A lady in a faded gingham dress and her husband, dressed in a homespun threadbare suit, stepped off the train in Boston, and walked timidly without an appointment into the president of a famous university’s outer office.
The secretary could tell in a moment that such backwoods, country hicks had no business at the university and probably didn’t even deserve to be in a university which is more famous. She frowned. “We want to see the president,” the man said softly.
“He’ll be busy all day,” the secretary snapped.
“We’ll wait,” the lady replied.
For hours, the secretary ignored them, hoping that the couple would finally become discouraged and go away. They didn’t. And the secretary grew frustrated and finally decided to disturb the president, even though it was a chore she always regretted to do. “Maybe if they just see you for a few minutes, they’ll leave,” she told him. And he signed in exasperation and nodded.
Someone of his importance obviously didn’t have the time to spend with them, but he detested gingham dresses and homespun suits cluttering up his outer office. The president, stern-faced with dignity, strutted toward the couple.
The lady told him, “We had a son that attended this school for one year. He loved this school. He was happy here. But about a year ago, he was accidentally killed. And my husband and I would like to erect a memorial to him, somewhere on campus.” The president wasn’t touched; he was shocked.
“Madam,” he said gruffly, “We can’t put up a statue for every person who attended this school and died. If we did, this place would look like a cemetery.”
“Oh, no,” the lady explained quickly, “We don’t want to erect a statue. We thought we would like to give a building to this university.”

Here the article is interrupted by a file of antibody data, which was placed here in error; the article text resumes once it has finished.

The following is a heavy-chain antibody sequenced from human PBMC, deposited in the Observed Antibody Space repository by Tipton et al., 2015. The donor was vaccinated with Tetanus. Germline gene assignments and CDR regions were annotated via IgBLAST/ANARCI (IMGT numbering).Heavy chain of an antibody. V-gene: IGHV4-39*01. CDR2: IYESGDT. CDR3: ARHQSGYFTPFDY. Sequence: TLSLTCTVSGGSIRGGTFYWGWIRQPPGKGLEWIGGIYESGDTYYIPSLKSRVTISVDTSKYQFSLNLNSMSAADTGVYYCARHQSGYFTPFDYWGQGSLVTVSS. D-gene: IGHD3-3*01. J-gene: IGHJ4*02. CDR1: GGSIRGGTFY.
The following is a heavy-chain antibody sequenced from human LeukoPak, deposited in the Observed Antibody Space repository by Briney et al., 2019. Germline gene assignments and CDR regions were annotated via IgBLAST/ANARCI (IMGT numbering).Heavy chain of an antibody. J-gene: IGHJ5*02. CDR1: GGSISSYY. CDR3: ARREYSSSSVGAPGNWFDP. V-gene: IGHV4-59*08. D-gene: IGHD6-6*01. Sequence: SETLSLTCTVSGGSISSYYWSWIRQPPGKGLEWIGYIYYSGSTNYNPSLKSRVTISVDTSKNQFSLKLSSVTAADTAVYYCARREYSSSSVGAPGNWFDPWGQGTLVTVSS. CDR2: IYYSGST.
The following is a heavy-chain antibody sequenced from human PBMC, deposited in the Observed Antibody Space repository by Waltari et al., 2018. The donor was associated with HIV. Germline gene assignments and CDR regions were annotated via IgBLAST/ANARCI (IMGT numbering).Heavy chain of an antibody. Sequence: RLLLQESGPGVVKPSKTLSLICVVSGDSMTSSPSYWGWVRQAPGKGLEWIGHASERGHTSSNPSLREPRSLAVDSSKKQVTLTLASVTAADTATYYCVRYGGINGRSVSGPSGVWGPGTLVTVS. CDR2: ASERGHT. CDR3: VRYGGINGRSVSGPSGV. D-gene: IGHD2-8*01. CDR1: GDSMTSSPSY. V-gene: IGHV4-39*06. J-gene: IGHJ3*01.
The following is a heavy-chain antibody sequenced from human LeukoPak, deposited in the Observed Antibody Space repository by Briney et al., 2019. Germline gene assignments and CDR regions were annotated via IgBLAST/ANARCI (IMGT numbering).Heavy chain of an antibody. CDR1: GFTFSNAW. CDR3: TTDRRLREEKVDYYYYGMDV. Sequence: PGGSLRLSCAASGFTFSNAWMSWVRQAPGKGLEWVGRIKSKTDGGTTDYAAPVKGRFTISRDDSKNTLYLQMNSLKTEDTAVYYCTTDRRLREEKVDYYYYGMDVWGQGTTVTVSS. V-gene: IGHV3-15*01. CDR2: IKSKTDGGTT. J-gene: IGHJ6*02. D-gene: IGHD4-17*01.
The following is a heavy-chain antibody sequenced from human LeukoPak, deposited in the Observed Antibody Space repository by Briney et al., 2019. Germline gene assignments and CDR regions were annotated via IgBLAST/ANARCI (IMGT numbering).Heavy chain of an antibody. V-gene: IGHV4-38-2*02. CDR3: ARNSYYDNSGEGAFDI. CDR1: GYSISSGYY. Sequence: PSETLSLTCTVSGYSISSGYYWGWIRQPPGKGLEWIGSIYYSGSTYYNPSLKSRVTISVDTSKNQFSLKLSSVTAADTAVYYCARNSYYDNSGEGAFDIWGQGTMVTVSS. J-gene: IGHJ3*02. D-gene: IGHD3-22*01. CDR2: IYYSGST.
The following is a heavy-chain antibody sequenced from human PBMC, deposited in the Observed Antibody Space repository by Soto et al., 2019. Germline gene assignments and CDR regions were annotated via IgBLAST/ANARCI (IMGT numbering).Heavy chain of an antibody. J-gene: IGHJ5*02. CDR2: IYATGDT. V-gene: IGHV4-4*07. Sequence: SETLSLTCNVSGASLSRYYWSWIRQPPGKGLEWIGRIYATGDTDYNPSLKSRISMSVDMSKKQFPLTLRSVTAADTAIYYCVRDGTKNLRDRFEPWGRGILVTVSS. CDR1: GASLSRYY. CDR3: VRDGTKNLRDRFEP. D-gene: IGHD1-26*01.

The president rolled his eyes. He glanced at the gingham dress and homespun suit, then exclaimed, “A building! Do you have any earthly idea how much a building costs? We have over seven and a half million dollars in the physical plant at here.” For a moment the lady was silent. The president was pleased. He could get rid of them now.
And the lady turned to her husband and said quietly, “Is that all it costs to start a university? Why don’t we just start our own?” Her husband nodded.
The president’s face wilted in confusion and bewilderment.
And then, the country hicks couple, traveling to another town, where they established the university that bears their name, a memorial to a son that his son’s school no longer cared about.
Yeah, it’s a “legend”—or fiction?—of Stanford university. But, it’s not the point. We can still get the moral value from the story. We often judge people from how they look like. We can’t always do that, because one day, we’ll see that we were wrong. Someone that poor-looked could be rich in the real life.